Average interest earning assets were $4.49 billion in the first quarter of 2022 compared to $4.05 billion in the year-ago quarter and $4.43 billion in the fourth quarter of 2021.

Page 15 contains more detailed analysis of linked quarter decrease in net interest income and net interest margin. Our first quarter 2022 net interest margin was negatively impacted by two factors: decline in PPP loan balances had a negative 13 basis point impact and change in loan yield and mix excluding PPP decrease margin by 1 basis point. That was partially offset by an increase in investment yield of 2 basis points in the quarter. We will comment more specifically on our outlook for net interest income and the net interest margin for 2022 later in the presentation.

On Page 16, we provide details on the institution's interest rate risk position. The comparative simulation analyses versus first quarter 2022 and fourth quarter 2021 calculates the change in net interest income over the next 12 months. The base rate scenario assumes a static balance sheet and applies the spot yield curve from valuation date. The increase in the base rate forecast in net interest income in the first quarter 2022 compared to the fourth quarter 2021 is primarily due to an increase in rates, which resulted in higher forecasted earning asset yields as well as higher forecasted earning asset balances.

Most of the increase in the interest income was on term earning assets those pricing off the two to seven year part of the curve. The majority of the bank's funding basis consists of non-maturity deposits, which price off overnight fed funds rate, means that did not change non-maturity deposit rate after the first fed hike. Thus the spread between term earning assets and the banks non-maturity funding widened notably, resulting in the expansion of the forecasted net interest income. Currently, 17% of assets reprice in one month and 31.8% reprice in the next 12 months. The institution maintains an asset sensitive position primarily due to a federal funding base. And we'll continue to evaluate strategies to manage net interest income through hedging as well as product pricing and structure.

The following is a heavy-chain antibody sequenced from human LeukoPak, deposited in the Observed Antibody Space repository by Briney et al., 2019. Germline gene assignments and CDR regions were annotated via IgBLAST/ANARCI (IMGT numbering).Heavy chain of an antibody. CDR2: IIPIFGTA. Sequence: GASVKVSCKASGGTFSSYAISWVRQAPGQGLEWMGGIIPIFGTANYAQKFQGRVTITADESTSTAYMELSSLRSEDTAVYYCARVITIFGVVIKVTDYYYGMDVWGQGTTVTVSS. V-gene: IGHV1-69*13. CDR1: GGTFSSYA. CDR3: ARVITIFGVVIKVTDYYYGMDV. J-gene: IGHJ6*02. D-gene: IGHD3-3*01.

Moving on to Page 17, non-interest income totaled $18.9 million in the first quarter of 2022 as compared to $26.4 million in the year-ago quarter and $15.8 million in the fourth quarter of 2021. First quarter of 2022 net gains on mortgage loans totaled $0.8 million, compared to $12.8 million in the first quarter of 2021. The decrease in gains was due to a decrease in mortgage loan sales volume and the mortgage loan pipeline, as well as lower loan sale profit margins. Margins were negatively impacted by approximately $3.8 million and the fair value adjustment on portfolio of saleable construction loans. Mortgage loan applications remain solid, although refinancing applications have slowed and the mortgage production mix is rotated to a lower percentage of saleable loans. Positively impacting non-interest income was a $9.6 million gain on mortgage loan servicing due to an $8.5 million or $0.31 per diluted share after-tax increase in the fair value due to price and a $0.9 million decrease due to paydowns of capitalized mortgage loan servicing rights in the first quarter of 2022.

As detailed on Page 18, our non-interest expense totaled $31.5 million in the first quarter of 2022 as compared to $30 million in the year-ago quarter and $33 million in the fourth quarter of 2021. Compensation increased $2.3 million compared to the prior year quarter due to raises that were effective at the start of the year. A decreased level of compensation that was deferred in the first quarter of 2022 has direct origination costs on lower mortgage loan origination volume and increase in lending personnel and higher health care insurance costs.

Performance-based compensation decreased $0.6 million due primarily to a decrease in mortgage lending volume compared to the first quarter in 2021. The first quarter of 2022 included $0.4 million of recoveries related to reserve for unfunded lending commitments, due to a decrease in unfunded lending commitments. We will have more comments on the outlook for non-interest expense later in the presentation.

Page 19 provides data on non-performing loans, other real estate non-performing assets and early stage delinquencies. Total non-performing assets were $5.4 million or 0.11% of total assets at March 31, 2022. Loans 30 to 89 days delinquent totaled $2.7 million at March 31, 2022 compared to $2.3 million at December 31, 2021.

Page 20 provides some additional asset quality data including information on new loan defaults and on classified assets. I would highlight there were no new commercial loan defaults for the first quarter of 2022.